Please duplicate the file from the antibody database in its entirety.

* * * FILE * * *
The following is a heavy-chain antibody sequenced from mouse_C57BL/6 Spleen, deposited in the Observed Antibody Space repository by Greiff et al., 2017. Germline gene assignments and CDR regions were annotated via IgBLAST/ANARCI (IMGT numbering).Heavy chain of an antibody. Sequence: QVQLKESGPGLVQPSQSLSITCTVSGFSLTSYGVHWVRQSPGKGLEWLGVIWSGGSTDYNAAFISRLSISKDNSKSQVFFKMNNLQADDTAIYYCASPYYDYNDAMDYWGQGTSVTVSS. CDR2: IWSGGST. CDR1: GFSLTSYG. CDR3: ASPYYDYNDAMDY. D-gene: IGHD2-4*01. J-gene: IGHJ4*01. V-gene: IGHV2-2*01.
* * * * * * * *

The following is a heavy-chain antibody sequenced from mouse_C57BL/6 Spleen, deposited in the Observed Antibody Space repository by Greiff et al., 2017. Germline gene assignments and CDR regions were annotated via IgBLAST/ANARCI (IMGT numbering).Heavy chain of an antibody. Sequence: QVQLKESGPGLVQPSQSLSITCTVSGFSLTSYGVHWVRQSPGKGLEWLGVIWSGGSTDYNAAFISRLSISKDNSKSQVFFKMNNLQADDTAIYYCASPYYDYNDAMDYWGQGTSVTVSS. CDR2: IWSGGST. CDR1: GFSLTSYG. CDR3: ASPYYDYNDAMDY. D-gene: IGHD2-4*01. J-gene: IGHJ4*01. V-gene: IGHV2-2*01.